Certainly, many great thinkers have been, and still are, busy solving the mystery of mind and body. Many important discoveries have been made and many excellent theories have been brought forward, but, as the cat always falls on its feet, they always come back to the mind as if it were something that existed somewhat isolated from the body. True enough, on purely theoretical grounds, they will defend the thesis of an organismic unity or of a psychosomatic oneness. Often they will fall back on another split: Consciousness versus the Unconscious; or they postulate a psychological cause for a somatic event (or vice versa). But once it comes to debating, then they have “thoughts” in their “minds.” Consequently, we have not yet achieved a true and consistent concept of the human being as a coherent whole, although we already have some sound theories about it. The names of Whitehead, Goldstein, Angyal, Whyte and Korzybski will bear this out.

How is it, then, that all these keys do not open the door to the so much needed theoretical simplicity which alone can lead to a full understanding of human behavior (and misbehavior)?

In my Opinion, the fault lies in neglecting to examine the obvious. To wonder about events which everybody takes for granted is always the Source of new viewpoints, discoveries and inventions. The Obvious, in our case, lies in our use of language. We take for granted that we think up or use existing words and are a priori convinced of their sense. Since we use these words, we are convinced that we have a consciousness and that we have a mind. The richness of their connotation has prevented us from examining their denotation.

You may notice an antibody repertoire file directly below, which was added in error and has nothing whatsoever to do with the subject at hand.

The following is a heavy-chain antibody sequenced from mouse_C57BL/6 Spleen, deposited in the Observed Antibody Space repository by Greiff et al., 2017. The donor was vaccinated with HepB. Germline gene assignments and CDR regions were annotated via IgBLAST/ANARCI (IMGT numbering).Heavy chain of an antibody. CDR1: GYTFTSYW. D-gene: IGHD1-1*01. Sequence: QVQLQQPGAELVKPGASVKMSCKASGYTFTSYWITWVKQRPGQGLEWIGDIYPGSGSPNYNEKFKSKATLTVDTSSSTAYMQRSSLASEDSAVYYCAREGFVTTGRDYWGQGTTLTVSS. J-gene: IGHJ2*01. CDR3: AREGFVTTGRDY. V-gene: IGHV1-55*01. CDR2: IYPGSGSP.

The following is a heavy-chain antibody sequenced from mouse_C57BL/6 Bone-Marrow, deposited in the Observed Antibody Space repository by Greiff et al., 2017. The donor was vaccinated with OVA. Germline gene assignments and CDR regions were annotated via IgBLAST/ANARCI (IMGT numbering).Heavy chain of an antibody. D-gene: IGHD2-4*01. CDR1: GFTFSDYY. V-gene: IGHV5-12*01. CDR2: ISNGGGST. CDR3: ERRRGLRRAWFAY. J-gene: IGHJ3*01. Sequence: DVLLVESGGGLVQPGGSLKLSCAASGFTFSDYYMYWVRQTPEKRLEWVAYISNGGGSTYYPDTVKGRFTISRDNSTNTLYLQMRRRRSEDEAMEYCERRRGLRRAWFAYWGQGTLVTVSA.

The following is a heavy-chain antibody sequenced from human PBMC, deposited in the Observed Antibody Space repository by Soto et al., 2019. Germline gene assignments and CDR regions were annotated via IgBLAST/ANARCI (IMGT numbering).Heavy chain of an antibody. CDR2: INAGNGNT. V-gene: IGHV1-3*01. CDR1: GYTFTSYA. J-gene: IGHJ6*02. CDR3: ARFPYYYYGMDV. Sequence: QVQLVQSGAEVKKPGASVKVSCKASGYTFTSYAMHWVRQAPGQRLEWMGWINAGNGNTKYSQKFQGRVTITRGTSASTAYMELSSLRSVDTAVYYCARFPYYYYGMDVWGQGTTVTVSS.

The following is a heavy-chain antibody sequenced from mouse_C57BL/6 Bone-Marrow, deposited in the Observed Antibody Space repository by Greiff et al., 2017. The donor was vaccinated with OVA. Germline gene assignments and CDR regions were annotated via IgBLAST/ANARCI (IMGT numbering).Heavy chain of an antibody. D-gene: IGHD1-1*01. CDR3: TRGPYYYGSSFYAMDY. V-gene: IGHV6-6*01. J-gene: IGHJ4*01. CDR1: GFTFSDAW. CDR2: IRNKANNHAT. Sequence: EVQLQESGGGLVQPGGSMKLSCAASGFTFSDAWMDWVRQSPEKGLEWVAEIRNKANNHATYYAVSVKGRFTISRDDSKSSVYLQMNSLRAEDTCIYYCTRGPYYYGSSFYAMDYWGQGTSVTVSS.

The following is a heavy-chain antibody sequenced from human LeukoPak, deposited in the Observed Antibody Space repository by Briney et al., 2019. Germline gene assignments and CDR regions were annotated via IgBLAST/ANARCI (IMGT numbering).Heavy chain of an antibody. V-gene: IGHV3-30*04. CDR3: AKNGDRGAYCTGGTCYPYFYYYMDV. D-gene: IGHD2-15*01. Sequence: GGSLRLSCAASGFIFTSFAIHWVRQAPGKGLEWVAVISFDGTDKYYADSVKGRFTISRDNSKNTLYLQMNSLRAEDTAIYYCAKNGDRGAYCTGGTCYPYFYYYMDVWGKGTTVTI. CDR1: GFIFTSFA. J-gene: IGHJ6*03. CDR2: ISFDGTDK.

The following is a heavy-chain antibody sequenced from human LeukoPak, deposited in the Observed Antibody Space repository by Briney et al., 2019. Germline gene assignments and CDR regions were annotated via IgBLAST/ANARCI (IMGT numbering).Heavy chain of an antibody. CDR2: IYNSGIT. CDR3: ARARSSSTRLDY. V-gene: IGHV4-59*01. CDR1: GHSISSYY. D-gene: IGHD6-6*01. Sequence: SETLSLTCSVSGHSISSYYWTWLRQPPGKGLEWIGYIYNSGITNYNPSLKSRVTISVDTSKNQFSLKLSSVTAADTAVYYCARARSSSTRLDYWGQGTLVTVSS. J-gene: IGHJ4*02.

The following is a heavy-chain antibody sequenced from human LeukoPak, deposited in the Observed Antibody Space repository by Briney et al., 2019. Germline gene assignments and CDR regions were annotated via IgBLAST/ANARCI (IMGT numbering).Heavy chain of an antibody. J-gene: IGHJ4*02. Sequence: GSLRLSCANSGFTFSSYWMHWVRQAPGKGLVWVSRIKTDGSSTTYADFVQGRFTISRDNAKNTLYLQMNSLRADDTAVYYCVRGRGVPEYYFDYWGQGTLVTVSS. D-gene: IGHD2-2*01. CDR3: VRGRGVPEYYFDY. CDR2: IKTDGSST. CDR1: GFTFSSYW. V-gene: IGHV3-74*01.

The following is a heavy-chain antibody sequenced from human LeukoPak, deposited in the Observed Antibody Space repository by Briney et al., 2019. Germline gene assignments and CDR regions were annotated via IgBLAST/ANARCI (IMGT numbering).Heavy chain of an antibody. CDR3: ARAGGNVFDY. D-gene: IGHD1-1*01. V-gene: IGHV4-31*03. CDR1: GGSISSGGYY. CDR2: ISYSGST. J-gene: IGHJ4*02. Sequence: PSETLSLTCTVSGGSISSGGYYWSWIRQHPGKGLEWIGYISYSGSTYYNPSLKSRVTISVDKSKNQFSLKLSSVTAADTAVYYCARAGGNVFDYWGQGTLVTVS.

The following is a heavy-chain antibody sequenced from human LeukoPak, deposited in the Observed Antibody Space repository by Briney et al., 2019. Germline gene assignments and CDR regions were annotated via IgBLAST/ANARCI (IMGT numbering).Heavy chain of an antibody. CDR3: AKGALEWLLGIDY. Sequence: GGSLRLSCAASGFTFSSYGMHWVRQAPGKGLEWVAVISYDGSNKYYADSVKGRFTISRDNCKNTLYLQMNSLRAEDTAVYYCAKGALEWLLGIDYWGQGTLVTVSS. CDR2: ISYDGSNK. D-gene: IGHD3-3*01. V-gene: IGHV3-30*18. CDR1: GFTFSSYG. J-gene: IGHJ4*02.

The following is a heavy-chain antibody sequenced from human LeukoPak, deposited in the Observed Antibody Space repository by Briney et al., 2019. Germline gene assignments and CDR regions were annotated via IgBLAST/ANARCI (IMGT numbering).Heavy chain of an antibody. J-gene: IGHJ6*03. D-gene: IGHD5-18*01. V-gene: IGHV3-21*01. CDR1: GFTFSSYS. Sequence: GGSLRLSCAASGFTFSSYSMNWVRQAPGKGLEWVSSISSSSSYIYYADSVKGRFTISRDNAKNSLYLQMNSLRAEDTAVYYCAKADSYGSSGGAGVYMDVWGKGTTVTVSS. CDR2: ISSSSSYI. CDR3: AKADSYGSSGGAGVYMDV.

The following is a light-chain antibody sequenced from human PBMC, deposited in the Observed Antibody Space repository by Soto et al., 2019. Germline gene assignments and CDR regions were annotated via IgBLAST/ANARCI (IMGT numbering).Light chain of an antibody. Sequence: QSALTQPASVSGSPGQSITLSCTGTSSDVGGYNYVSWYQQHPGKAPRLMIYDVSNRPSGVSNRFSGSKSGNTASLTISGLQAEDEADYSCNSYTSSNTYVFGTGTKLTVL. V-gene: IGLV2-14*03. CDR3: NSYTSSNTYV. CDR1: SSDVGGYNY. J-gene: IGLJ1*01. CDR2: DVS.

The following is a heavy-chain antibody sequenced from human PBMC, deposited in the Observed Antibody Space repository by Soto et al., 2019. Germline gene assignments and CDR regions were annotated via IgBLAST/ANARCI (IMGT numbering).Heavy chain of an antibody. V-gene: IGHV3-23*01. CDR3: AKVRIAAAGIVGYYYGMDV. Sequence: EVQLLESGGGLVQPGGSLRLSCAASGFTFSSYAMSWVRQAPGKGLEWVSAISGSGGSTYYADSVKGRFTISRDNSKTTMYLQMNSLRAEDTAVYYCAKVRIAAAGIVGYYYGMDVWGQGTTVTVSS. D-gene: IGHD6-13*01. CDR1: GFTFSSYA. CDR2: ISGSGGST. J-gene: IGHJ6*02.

Let us do this now and see whether or not these terms are good keys. I believe they are not. I believe they are — hybrids — as if we were to dream up a “Horsemobile,” which would have the functions and properties of a living animal and a mechanical vehicle at the same time.

There were times when people took the existence of ghosts for an actuality, and children still do. Now just imagine that we took the Horsemobile as a reality and fed him hay when he needed gasoline, or expected him to do ten miles per hour and could not believe that he would do seventy miles per hour. Or we might start arguments in learned societies as to whether he were an animal or a machine, or discuss his Mind and Unconscious (or perhaps he has none). However we look at him, if we believe in him, he will be the source of utter confusion to himself, to the owner and to the world.

It’s hard to believe that “mind” and “consciousness” are just such Horsemobiles. We could call them Fantattention and Willaware: hybrids of Fantasy and Attention — which we now denote Mind — and of deliberate Willing and Awareness — now spoken of as Consciousness. “Now you see it, now you don’t!” Our hybrids can make themselves invisible, become real Paltergeister or even dei ex machina. As such, they are called the Unconscious.

What would happen if we did not fall into these verbal traps? What would happen if we deprived these hybrids of their power? What is their power? Under the mask of helping us to understand ourselves, they merely contribute further confusion, as though we had not enough areas of confusion to deal with as it is. As Goethe said, “Just strive to confuse your audience; it is hard to satisfy them.”

The advantage that will accrue from re-examining “mind” and “consciousness” is that it will get us out of the blind alley in which we now find ourselves. It will, as I hope to show, cast new light as to the nature of the Ego and prepare the way for a unified-field theory that is consistent, coherent and applicable.

As suggested before, “mind” has at least the two meanings of attention (“I put my mind to it”) and of fantasy (“I saw it in my mind’s eye”). The use of mind as another term for attention provides no difficulty, but we have need of a mare extensive discussion about the connotation of fantasy.